Sunday, January 11, 2009

Report from "China in a Turbulent Economic and Environmental Situation" Conference at Tsinghua University

This past Saturday, Tsinghua University's School of Public Policy and Management and the Brookings-Tsinghua Center hosted a conference entitled "China in a Turbulent Economic and Environmental Situation." This post gives a few highlights.

In a keynote presentation, famed economist and sustainable development expert Jeffrey Sachs called for a readjustment in global consumption patterns. Calling previous levels of US household consumption unsustainable, Sachs called for Chinese consumers to spend more, and American consumers less, thus changing global trade patterns. Perhaps most controversially, Sachs claimed that the level of government spending in the US economy is too low, and must grow over time to a permanently higher level. This position stands at odds with political sentiment in America, particularly since it implies sustained tax increases.

A panel of Chinese experts on economics and environmental protection claimed, in a nice turn of phrase, that China is "not yet an economic superpower, but is already a pollution superpower." Despite this honesty, much of the message was familiar: environmental pollution naturally follows economic development, China struggles with high resource consumption and high capital inputs. As one expert, Ren Yong, put it, China enjoys a "trade surplus, but an environmental deficit." In response to a question by Professor Sachs, the panel repeated the familiar line that emissions reduction targets for China are not feasible in the short term.

Nonetheless, a few notable messages were put forth. Scholar Song Ligang argued that China cannot afford to follow the "Kuznets curve model," which suggests that environmental protection is only achieved after a sustained process of economic development results in higher standards of living. Song also urged "proactive adaptation" to climate change, which would involve an adjustment of economic consumption patterns. Scholar Qi Ye continued to emphasize that China's current economic model is unsustainable, and that its environmental problems are likely to worsen as a result of the financial crisis, which will probably cause investment in environmental protection by local governments and enterprises to decrease.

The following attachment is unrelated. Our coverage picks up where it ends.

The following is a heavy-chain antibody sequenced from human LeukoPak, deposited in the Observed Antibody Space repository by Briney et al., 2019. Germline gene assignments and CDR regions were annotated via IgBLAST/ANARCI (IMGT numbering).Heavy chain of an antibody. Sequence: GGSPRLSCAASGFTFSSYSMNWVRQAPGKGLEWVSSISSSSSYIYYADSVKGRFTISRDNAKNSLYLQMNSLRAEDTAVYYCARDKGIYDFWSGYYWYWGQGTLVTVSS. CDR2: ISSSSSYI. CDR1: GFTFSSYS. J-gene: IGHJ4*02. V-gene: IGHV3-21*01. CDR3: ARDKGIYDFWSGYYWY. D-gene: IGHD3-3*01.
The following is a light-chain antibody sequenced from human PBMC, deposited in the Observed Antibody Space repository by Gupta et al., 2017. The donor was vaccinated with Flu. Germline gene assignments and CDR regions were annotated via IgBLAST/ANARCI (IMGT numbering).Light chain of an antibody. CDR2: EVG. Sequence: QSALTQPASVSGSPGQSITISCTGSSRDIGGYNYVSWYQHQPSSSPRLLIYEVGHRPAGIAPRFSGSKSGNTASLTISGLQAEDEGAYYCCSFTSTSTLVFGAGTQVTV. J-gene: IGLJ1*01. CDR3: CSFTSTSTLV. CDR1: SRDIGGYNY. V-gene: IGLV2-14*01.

CGS's main take-away from the conference is that China, like the rest of the world, is struggling to articulate a real theory of sustainable development. What is desperately needed is an economy-wide template for economic growth that reduces greenhouse gas emissions, air and water pollution, while also reducing capital inputs and improving energy security. China, given time, may well be successful in this effort. But success if far more likely given cooperation from the developed nations. Perhaps most usefully, the United States and Europe could strive to develop economy-wide sustainability strategies. By lighting the way, these countries can give a push to the growing realization in China that some new vision is needed.

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